World Cup in Qatar: Can I watch football at work? – Politics

There is this one question that becomes inevitable this Wednesday around noon. At least that applies to all employees who have decided not to boycott the football World Cup in Qatar in principle, despite all the evil. The question is: Should I – or shouldn’t I?

At 2 p.m. German time, the DFB-Elf will play against Japan in the Khalifa International Stadium, the ball will roll, the spectators will scream, and in the end one team will possibly cheer. It’s just annoying that the average worker is standing at the workbench at this time, caring for people, squatting in the video conference. You know the dilemma from 2002, when Olli Kahn started his parades in Japan and South Korea at noon, or from one or the other preliminary round game of the ill-fated 2018 World Cup in Russia.

Today, as then, there will be a great temptation to let work be work for a moment and watch a bit. Which leads to the next question: What happens when the boss catches you doing it?

The Cologne Labor Court has it given an answer a few years ago, it should not necessarily please the hearts of the fans. At that time, a Ford worker complained about a warning he received after watching a few scenes of the Europa League game Fenerbahçe Istanbul against Lokomotiv Moscow during the shift. The warning was legal, the judges decided, the man had violated his contractual obligations.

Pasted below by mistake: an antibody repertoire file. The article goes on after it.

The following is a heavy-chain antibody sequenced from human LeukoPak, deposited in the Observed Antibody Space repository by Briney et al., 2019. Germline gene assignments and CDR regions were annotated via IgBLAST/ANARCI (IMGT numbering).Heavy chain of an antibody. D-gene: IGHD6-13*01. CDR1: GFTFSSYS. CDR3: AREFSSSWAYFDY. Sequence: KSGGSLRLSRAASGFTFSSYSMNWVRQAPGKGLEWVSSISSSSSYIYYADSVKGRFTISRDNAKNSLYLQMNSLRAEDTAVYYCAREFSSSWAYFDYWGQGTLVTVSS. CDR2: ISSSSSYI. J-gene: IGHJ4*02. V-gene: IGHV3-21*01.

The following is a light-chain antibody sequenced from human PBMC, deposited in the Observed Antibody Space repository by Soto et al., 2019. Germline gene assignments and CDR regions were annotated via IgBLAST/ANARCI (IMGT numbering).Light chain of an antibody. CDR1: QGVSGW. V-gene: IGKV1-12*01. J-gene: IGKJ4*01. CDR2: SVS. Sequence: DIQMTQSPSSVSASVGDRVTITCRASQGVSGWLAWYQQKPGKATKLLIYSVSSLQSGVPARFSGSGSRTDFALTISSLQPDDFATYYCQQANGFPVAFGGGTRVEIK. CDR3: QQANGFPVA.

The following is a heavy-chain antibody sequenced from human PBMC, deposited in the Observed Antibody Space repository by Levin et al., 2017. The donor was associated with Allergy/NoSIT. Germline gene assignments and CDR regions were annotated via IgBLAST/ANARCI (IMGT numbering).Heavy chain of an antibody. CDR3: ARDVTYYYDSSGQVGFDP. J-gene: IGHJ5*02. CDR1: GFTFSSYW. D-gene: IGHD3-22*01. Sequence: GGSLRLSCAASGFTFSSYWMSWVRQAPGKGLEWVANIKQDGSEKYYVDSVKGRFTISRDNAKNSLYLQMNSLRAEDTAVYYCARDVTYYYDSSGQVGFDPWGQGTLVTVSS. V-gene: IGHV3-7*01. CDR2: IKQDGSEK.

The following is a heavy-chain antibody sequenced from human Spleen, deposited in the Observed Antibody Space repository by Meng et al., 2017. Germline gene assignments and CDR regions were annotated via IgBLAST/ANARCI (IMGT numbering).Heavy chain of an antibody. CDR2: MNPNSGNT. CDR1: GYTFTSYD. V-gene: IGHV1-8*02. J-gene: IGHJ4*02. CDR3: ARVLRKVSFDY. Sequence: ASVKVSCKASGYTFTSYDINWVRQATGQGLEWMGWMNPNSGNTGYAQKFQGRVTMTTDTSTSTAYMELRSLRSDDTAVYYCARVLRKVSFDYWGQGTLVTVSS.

As a rule, watching football is therefore forbidden during working hours. Although there is still one or two glimmers of hope, as the employment lawyer Philipp Byers from the law firm Watson Farley & Williams knows. “Anyone who speaks to their manager and gets permission – some are generous, especially during the World Cup – can of course take a look,” he says. And if you don’t want to ask permission, you can at least follow the game on the radio, says Byers. “You can do that if you’re not doing any highly complex work and don’t disturb other employees with the transmission.”

Another loophole: the lunch break. If no fixed time is agreed in the employment contract, an employee can easily put the break in the playing time. “Then you can watch at least half an hour – or, with a daily working time of more than nine hours – a full half-time,” says the employment lawyer. Because that’s how long the prescribed minimum break is. According to Byers, it is even easier for those who work from home. If there is no core working time in the employment contract that affects the playing time, then you can watch, says the lawyer. “Whether you interrupt work and how long you do that is a private matter.” The only requirement is that you make up for the time later or reduce overtime.

If you can’t find a loophole, you can take a look at the game plan. The second game of the DFB-Elf is on Sunday against Spain, the third on Thursday next week against Costa Rica. Kick-off in both cases: at 8 p.m.

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